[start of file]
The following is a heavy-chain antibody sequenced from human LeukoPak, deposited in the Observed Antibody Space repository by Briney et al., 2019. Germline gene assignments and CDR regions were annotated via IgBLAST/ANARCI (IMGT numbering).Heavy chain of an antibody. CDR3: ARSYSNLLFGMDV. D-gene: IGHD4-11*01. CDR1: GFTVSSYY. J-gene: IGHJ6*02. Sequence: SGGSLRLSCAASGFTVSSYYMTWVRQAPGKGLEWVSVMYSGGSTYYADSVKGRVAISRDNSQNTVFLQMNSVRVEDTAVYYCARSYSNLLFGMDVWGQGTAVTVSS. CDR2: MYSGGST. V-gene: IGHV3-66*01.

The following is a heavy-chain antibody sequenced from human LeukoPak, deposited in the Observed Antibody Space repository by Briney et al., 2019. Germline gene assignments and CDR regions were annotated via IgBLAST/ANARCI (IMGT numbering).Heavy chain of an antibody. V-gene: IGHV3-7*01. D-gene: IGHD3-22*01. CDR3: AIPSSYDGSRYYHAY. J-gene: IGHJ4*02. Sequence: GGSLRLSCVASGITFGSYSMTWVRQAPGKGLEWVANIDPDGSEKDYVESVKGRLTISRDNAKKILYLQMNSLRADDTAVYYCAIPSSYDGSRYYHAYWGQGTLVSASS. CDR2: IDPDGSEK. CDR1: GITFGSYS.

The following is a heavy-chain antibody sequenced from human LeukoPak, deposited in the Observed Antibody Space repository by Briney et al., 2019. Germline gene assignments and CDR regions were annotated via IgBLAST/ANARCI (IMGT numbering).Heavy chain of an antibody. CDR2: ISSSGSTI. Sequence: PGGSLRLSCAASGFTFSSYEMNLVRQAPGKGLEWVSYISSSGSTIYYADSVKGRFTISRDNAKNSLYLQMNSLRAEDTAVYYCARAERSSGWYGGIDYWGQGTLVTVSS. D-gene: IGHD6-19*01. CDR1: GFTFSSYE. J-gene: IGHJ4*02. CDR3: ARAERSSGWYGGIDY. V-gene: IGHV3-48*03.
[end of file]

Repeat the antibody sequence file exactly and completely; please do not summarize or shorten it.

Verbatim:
The following is a heavy-chain antibody sequenced from human LeukoPak, deposited in the Observed Antibody Space repository by Briney et al., 2019. Germline gene assignments and CDR regions were annotated via IgBLAST/ANARCI (IMGT numbering).Heavy chain of an antibody. CDR3: ARSYSNLLFGMDV. D-gene: IGHD4-11*01. CDR1: GFTVSSYY. J-gene: IGHJ6*02. Sequence: SGGSLRLSCAASGFTVSSYYMTWVRQAPGKGLEWVSVMYSGGSTYYADSVKGRVAISRDNSQNTVFLQMNSVRVEDTAVYYCARSYSNLLFGMDVWGQGTAVTVSS. CDR2: MYSGGST. V-gene: IGHV3-66*01.

The following is a heavy-chain antibody sequenced from human LeukoPak, deposited in the Observed Antibody Space repository by Briney et al., 2019. Germline gene assignments and CDR regions were annotated via IgBLAST/ANARCI (IMGT numbering).Heavy chain of an antibody. V-gene: IGHV3-7*01. D-gene: IGHD3-22*01. CDR3: AIPSSYDGSRYYHAY. J-gene: IGHJ4*02. Sequence: GGSLRLSCVASGITFGSYSMTWVRQAPGKGLEWVANIDPDGSEKDYVESVKGRLTISRDNAKKILYLQMNSLRADDTAVYYCAIPSSYDGSRYYHAYWGQGTLVSASS. CDR2: IDPDGSEK. CDR1: GITFGSYS.

The following is a heavy-chain antibody sequenced from human LeukoPak, deposited in the Observed Antibody Space repository by Briney et al., 2019. Germline gene assignments and CDR regions were annotated via IgBLAST/ANARCI (IMGT numbering).Heavy chain of an antibody. CDR2: ISSSGSTI. Sequence: PGGSLRLSCAASGFTFSSYEMNLVRQAPGKGLEWVSYISSSGSTIYYADSVKGRFTISRDNAKNSLYLQMNSLRAEDTAVYYCARAERSSGWYGGIDYWGQGTLVTVSS. D-gene: IGHD6-19*01. CDR1: GFTFSSYE. J-gene: IGHJ4*02. CDR3: ARAERSSGWYGGIDY. V-gene: IGHV3-48*03.